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Ecologist Eben Paxton, speaking on a cell phone from somewhere in one of Hawaii’s forests, wanted to talk about the scary events happening on the island of Kauai.
The “bird crash,” he calls it.
Hawaii’s fourth-largest island, says Paxton, a scientist with the U.S. Geological Survey, is seeing a sudden, rapid decline in native birds.
The prime suspect is avian malaria. It’s being spread by mosquitoes and it kills rare birds such as the ‘i’iwi, a bright red honeycreeper with a curvy Dr. Seuss beak. Surveys carried out on the island’s rugged, roadless interior are finding fewer birds than ever before. Extinction for some species looks imminent.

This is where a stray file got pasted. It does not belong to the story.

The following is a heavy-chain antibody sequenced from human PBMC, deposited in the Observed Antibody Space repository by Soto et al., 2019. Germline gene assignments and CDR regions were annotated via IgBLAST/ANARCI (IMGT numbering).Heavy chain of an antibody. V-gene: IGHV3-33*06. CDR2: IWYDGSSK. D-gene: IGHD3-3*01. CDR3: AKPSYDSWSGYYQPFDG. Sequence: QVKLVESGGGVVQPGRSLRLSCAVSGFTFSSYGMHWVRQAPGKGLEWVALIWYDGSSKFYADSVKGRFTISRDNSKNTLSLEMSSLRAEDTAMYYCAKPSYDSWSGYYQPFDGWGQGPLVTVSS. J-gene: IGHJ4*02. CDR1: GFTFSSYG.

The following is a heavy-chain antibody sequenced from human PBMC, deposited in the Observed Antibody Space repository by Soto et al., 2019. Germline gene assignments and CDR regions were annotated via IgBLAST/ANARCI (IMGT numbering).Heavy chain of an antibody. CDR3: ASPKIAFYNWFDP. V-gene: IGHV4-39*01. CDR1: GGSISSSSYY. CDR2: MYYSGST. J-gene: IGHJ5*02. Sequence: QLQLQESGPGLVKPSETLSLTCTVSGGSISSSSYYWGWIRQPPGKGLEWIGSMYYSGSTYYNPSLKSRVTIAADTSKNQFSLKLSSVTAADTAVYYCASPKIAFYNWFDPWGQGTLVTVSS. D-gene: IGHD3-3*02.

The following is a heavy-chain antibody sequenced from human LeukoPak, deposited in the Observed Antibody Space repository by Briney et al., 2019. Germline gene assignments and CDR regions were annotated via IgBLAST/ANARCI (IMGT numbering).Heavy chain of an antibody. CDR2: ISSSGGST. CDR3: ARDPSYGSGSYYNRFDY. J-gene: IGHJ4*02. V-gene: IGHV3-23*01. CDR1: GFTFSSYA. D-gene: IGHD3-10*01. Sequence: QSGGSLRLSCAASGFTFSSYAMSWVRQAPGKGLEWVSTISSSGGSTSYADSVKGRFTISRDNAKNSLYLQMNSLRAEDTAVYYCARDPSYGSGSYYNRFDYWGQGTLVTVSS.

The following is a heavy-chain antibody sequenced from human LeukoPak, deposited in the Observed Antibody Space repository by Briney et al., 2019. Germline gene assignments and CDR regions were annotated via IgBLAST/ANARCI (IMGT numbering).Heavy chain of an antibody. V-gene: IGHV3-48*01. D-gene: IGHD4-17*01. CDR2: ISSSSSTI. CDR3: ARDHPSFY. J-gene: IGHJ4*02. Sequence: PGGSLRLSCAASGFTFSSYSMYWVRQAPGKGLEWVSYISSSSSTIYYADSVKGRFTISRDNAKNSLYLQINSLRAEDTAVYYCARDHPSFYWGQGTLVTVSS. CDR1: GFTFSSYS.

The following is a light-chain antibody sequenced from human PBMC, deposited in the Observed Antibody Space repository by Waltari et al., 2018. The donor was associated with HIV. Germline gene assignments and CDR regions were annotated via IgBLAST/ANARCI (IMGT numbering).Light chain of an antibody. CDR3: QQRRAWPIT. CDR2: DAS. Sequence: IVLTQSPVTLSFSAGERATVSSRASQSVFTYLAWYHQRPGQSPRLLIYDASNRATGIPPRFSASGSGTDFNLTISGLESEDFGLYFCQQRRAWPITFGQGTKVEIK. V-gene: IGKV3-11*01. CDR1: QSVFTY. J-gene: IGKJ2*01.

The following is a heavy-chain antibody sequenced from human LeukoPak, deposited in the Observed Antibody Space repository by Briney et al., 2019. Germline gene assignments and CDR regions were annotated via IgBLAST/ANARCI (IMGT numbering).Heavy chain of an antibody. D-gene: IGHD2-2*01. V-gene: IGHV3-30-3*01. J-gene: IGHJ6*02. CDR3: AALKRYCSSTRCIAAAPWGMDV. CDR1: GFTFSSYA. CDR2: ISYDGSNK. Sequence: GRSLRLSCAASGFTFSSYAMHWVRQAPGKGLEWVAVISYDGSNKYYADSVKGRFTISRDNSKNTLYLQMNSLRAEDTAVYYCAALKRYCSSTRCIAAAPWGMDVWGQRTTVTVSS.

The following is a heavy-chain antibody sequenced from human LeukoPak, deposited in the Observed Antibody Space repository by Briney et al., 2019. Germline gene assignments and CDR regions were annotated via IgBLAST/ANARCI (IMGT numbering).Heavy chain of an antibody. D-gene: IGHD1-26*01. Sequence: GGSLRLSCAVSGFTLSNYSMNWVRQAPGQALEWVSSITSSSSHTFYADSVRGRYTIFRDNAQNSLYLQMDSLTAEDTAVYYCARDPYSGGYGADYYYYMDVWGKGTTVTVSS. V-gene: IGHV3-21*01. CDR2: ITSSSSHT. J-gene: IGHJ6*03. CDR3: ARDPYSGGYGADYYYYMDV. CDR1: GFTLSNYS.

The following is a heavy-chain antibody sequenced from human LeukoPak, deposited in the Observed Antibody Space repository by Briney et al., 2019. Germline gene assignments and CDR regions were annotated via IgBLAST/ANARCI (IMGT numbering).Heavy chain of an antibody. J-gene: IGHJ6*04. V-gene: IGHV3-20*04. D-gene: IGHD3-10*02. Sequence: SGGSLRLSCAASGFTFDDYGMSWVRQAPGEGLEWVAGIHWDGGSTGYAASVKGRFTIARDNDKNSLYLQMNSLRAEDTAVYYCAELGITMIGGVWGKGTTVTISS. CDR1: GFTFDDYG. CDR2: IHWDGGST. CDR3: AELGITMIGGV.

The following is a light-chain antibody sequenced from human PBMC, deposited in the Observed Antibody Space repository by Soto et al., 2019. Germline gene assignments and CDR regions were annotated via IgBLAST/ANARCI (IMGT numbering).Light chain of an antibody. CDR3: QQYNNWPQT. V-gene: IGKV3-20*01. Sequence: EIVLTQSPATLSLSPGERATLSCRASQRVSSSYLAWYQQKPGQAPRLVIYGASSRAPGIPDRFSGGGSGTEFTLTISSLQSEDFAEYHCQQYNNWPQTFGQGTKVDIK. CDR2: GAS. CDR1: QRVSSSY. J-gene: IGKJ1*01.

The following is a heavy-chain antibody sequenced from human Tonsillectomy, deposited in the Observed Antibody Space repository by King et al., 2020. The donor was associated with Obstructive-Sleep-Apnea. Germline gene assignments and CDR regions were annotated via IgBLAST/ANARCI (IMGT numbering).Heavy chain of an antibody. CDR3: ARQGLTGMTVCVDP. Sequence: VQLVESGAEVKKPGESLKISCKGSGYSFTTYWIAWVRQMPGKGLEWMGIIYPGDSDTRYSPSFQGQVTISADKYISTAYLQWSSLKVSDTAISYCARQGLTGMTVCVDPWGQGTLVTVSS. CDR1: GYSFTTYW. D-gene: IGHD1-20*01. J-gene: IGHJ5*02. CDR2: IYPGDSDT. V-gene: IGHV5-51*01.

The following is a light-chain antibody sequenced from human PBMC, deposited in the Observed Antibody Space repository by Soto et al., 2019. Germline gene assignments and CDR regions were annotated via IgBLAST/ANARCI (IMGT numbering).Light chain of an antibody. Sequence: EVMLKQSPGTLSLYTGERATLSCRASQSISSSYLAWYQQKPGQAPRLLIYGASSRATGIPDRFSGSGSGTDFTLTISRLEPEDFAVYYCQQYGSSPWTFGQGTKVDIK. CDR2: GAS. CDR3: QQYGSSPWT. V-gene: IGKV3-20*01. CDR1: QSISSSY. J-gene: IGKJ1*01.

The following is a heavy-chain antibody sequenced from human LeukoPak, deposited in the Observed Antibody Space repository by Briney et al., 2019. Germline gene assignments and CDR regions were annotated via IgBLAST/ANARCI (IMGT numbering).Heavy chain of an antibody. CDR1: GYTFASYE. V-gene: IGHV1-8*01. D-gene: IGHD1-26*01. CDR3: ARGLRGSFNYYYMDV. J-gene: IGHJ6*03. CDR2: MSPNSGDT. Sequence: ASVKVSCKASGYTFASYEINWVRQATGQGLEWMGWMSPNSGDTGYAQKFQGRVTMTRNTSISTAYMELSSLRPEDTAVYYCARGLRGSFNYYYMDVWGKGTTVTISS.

So now a group of government officials, conservationists, and scientists in Hawaii are seriously looking at a high-tech solution: genetically modified mosquitoes.